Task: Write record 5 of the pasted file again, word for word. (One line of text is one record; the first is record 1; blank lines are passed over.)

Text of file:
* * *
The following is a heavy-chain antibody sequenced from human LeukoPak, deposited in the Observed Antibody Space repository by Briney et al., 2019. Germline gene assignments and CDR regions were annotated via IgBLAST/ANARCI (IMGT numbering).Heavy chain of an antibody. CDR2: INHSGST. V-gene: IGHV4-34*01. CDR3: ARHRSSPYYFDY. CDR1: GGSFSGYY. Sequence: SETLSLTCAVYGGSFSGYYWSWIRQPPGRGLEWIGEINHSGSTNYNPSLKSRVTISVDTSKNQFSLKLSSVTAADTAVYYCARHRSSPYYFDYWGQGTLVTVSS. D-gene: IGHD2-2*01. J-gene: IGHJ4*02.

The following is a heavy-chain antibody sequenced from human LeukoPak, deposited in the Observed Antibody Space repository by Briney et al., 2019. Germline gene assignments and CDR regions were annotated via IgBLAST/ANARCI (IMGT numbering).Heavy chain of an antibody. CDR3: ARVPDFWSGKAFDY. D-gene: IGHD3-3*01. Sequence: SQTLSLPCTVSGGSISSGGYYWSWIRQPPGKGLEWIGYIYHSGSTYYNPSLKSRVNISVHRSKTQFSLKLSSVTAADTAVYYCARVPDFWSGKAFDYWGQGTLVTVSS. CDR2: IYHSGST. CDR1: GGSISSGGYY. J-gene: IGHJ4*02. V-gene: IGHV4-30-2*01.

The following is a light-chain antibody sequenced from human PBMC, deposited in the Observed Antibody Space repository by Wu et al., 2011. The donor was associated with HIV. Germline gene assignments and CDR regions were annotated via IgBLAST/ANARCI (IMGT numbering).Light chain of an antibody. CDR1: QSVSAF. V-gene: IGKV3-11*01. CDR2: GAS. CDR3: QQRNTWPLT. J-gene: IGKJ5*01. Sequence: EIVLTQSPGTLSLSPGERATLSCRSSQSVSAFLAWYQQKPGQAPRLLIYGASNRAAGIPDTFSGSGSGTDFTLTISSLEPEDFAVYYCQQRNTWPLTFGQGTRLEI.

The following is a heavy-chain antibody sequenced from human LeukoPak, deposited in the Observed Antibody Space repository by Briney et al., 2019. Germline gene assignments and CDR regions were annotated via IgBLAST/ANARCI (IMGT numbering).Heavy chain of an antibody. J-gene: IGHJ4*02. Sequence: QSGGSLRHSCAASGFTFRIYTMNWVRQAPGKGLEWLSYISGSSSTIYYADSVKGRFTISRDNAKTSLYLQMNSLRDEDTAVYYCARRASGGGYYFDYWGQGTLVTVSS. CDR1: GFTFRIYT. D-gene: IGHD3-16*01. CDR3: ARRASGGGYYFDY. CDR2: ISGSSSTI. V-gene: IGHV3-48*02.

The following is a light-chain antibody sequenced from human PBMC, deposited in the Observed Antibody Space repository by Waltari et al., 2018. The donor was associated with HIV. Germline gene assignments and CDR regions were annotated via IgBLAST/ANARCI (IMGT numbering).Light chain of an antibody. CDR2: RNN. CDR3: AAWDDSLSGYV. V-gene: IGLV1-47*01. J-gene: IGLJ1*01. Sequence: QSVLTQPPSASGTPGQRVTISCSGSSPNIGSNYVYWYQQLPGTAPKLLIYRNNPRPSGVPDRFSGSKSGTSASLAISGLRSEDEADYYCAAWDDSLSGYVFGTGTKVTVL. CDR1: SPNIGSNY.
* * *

The following is a light-chain antibody sequenced from human PBMC, deposited in the Observed Antibody Space repository by Waltari et al., 2018. The donor was associated with HIV. Germline gene assignments and CDR regions were annotated via IgBLAST/ANARCI (IMGT numbering).Light chain of an antibody. CDR2: RNN. CDR3: AAWDDSLSGYV. V-gene: IGLV1-47*01. J-gene: IGLJ1*01. Sequence: QSVLTQPPSASGTPGQRVTISCSGSSPNIGSNYVYWYQQLPGTAPKLLIYRNNPRPSGVPDRFSGSKSGTSASLAISGLRSEDEADYYCAAWDDSLSGYVFGTGTKVTVL. CDR1: SPNIGSNY.